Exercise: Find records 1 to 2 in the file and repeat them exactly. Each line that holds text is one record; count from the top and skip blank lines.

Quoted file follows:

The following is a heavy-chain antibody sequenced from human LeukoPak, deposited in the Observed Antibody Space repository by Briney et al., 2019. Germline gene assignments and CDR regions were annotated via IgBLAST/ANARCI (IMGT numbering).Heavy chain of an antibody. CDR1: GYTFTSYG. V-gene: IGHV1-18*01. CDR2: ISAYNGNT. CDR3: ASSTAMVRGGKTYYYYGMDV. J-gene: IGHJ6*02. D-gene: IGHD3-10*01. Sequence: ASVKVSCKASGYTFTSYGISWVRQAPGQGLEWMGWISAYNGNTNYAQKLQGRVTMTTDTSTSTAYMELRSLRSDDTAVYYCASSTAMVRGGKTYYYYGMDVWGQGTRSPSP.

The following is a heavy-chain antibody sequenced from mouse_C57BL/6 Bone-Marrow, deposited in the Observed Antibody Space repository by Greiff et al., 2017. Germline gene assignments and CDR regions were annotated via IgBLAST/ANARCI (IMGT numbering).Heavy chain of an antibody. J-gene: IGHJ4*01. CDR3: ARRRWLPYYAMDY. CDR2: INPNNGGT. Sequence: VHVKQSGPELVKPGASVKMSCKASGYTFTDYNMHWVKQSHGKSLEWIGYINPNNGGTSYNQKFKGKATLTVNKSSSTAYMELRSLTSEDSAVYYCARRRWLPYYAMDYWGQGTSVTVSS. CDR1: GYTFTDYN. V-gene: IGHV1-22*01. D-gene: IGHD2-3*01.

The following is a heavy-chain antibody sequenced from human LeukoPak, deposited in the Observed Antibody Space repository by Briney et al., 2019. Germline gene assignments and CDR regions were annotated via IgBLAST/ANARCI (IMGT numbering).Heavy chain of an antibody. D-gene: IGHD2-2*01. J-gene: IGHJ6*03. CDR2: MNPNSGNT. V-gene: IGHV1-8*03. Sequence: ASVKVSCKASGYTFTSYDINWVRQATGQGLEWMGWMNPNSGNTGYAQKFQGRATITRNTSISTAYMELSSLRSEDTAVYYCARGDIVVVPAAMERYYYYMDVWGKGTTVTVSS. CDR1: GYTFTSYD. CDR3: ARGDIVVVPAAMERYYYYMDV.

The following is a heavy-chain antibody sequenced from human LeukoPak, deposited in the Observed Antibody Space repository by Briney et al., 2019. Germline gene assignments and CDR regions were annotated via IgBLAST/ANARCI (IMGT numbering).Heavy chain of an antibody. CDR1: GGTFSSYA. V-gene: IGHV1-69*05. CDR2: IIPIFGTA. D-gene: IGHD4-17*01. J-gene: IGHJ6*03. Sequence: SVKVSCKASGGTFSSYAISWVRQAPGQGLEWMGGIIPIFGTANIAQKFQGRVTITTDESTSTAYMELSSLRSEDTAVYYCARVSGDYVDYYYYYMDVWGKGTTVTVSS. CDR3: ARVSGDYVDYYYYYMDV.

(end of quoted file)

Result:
The following is a heavy-chain antibody sequenced from human LeukoPak, deposited in the Observed Antibody Space repository by Briney et al., 2019. Germline gene assignments and CDR regions were annotated via IgBLAST/ANARCI (IMGT numbering).Heavy chain of an antibody. CDR1: GYTFTSYG. V-gene: IGHV1-18*01. CDR2: ISAYNGNT. CDR3: ASSTAMVRGGKTYYYYGMDV. J-gene: IGHJ6*02. D-gene: IGHD3-10*01. Sequence: ASVKVSCKASGYTFTSYGISWVRQAPGQGLEWMGWISAYNGNTNYAQKLQGRVTMTTDTSTSTAYMELRSLRSDDTAVYYCASSTAMVRGGKTYYYYGMDVWGQGTRSPSP.

The following is a heavy-chain antibody sequenced from mouse_C57BL/6 Bone-Marrow, deposited in the Observed Antibody Space repository by Greiff et al., 2017. Germline gene assignments and CDR regions were annotated via IgBLAST/ANARCI (IMGT numbering).Heavy chain of an antibody. J-gene: IGHJ4*01. CDR3: ARRRWLPYYAMDY. CDR2: INPNNGGT. Sequence: VHVKQSGPELVKPGASVKMSCKASGYTFTDYNMHWVKQSHGKSLEWIGYINPNNGGTSYNQKFKGKATLTVNKSSSTAYMELRSLTSEDSAVYYCARRRWLPYYAMDYWGQGTSVTVSS. CDR1: GYTFTDYN. V-gene: IGHV1-22*01. D-gene: IGHD2-3*01.